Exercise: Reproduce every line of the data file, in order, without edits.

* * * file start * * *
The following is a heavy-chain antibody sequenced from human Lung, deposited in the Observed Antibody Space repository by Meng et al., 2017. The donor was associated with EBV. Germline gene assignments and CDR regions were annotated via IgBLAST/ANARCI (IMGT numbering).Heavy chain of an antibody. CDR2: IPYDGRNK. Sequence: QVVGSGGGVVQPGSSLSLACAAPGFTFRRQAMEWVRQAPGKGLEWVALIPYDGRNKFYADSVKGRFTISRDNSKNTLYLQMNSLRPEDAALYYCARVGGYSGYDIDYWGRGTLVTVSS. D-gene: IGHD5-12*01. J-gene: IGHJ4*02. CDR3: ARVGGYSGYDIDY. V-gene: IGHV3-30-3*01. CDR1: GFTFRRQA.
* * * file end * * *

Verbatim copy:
The following is a heavy-chain antibody sequenced from human Lung, deposited in the Observed Antibody Space repository by Meng et al., 2017. The donor was associated with EBV. Germline gene assignments and CDR regions were annotated via IgBLAST/ANARCI (IMGT numbering).Heavy chain of an antibody. CDR2: IPYDGRNK. Sequence: QVVGSGGGVVQPGSSLSLACAAPGFTFRRQAMEWVRQAPGKGLEWVALIPYDGRNKFYADSVKGRFTISRDNSKNTLYLQMNSLRPEDAALYYCARVGGYSGYDIDYWGRGTLVTVSS. D-gene: IGHD5-12*01. J-gene: IGHJ4*02. CDR3: ARVGGYSGYDIDY. V-gene: IGHV3-30-3*01. CDR1: GFTFRRQA.